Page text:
The inscrutable director
Filmmaker Chandra Siddharth plans a crossover of a different kind
MUCH WATER and whiskey have flown under his belt since Chandra Siddharth's first movie - The Inscrutable Americans. In his five-year hiatus, a lot has changed: Birth of `Crossover Cinema' as a new genre, and more mass around his midriff being the most significant developments.
It is quite a task to get the painfully shy director talk about him, he prefers not to - and that makes him all the more inscrutable. Anyhow, Chandra Siddharth is back doing what he is best at - making another crossover.
"I am working on this movie that should be ready around this time, next year. The story is of three Indian families who've been based in the U.S for the last three generations," he says. Tight-lipped about the cast and crew of the film, all that Chandra lets slip is that, "although Hinglish, a lot of freshness will be infused into the script and it will be a distraction from the regular line of crossover flicks."
Coming from a director who flew out his nest, went to Hollywood and made The Inscrutable Americans at a time when `crossover' was yet to be coined, there is little uncertainty about his claims.
"I am working on a few Telugu projects too," adds the filmmaker, who is known to have launched several new faces, who in a while, shot to stardom. Few are aware that music director R.P. Patnaik, comedian Sunil, actress Laya and writer Trivikram debuted with Chandra Siddharth's Aunuantu Kaaduantu, which was put on ice later. Even Raja's ride to fame was through Appudu Appudu by the same director.
Not many are also aware that Raguveer Yadav's first brush with Telugu cinema was with Chandra Siddharth's production, Nirantaram. "The FTII was the co-producer of this movie that received rave reviews on its release in 1995," he recalls. About the glut of good movies in present times, he says, "The Indian audience has matured intellectually over the years. No more can one give them stuff that is redolent of the same storyline, and that is the reason we find a lot of movies bombing at the B.O.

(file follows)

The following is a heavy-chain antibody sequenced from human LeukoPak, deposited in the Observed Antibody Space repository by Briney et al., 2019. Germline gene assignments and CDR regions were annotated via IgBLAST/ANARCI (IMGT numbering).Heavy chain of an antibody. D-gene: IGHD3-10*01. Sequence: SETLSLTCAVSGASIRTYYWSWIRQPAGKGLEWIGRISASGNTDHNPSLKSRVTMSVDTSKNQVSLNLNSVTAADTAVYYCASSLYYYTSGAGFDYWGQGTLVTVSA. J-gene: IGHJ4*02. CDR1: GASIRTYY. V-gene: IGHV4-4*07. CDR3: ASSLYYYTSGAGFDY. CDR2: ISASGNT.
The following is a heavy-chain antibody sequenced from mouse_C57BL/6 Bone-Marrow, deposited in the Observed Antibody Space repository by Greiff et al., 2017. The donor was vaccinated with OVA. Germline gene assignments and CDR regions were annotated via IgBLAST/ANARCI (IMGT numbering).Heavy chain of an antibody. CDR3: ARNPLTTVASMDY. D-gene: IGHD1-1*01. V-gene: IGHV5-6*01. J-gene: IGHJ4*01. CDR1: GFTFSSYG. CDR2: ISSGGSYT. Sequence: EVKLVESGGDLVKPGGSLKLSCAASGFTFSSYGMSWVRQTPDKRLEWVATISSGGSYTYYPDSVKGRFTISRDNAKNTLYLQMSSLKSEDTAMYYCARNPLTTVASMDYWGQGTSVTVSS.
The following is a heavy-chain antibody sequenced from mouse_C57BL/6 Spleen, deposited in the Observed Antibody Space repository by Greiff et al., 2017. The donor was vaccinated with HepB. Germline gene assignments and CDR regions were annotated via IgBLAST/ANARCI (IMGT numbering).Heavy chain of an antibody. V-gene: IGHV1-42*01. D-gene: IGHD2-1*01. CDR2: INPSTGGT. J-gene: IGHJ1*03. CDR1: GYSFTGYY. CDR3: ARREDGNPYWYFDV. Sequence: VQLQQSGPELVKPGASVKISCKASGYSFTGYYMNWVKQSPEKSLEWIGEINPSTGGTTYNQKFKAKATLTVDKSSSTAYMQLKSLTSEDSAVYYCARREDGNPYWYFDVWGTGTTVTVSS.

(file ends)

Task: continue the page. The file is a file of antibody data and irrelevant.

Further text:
A lot of experimentation is happening in the industry at present, but unless there is freshness in the formula the mediocrity in movies will continue."
Describing the "oft-overused" term `crossover' - a result of the ongoing experimentation that Chandra mentions - the director says, "With the multiplex scene hotting up in the city, there's a lot of promise for such films. But one should bear in mind that films belonging to this genre are usually not remembered for long, and only making a film in English does not make it easier to cross.
A succinct script that keeps the global audience in mind, and keeps the quintessential Indianness intact qualifies for a crossover. But to be a crossover, the film has to have a sustainable quality to actually cross trans-national barriers and win hearts."
And what is the example of a `good crossover', The Inscrutable Americans? "Well, Monsoon Wedding and Bend it like Beckham are not bad examples either," grins the director. Almost in the same breath, he mentions the recent planetary crossover.
"Honestly, I am looking forward to the profound impact of Venus in my next crossover," Chandra signs off with tongue firmly in his cheek.
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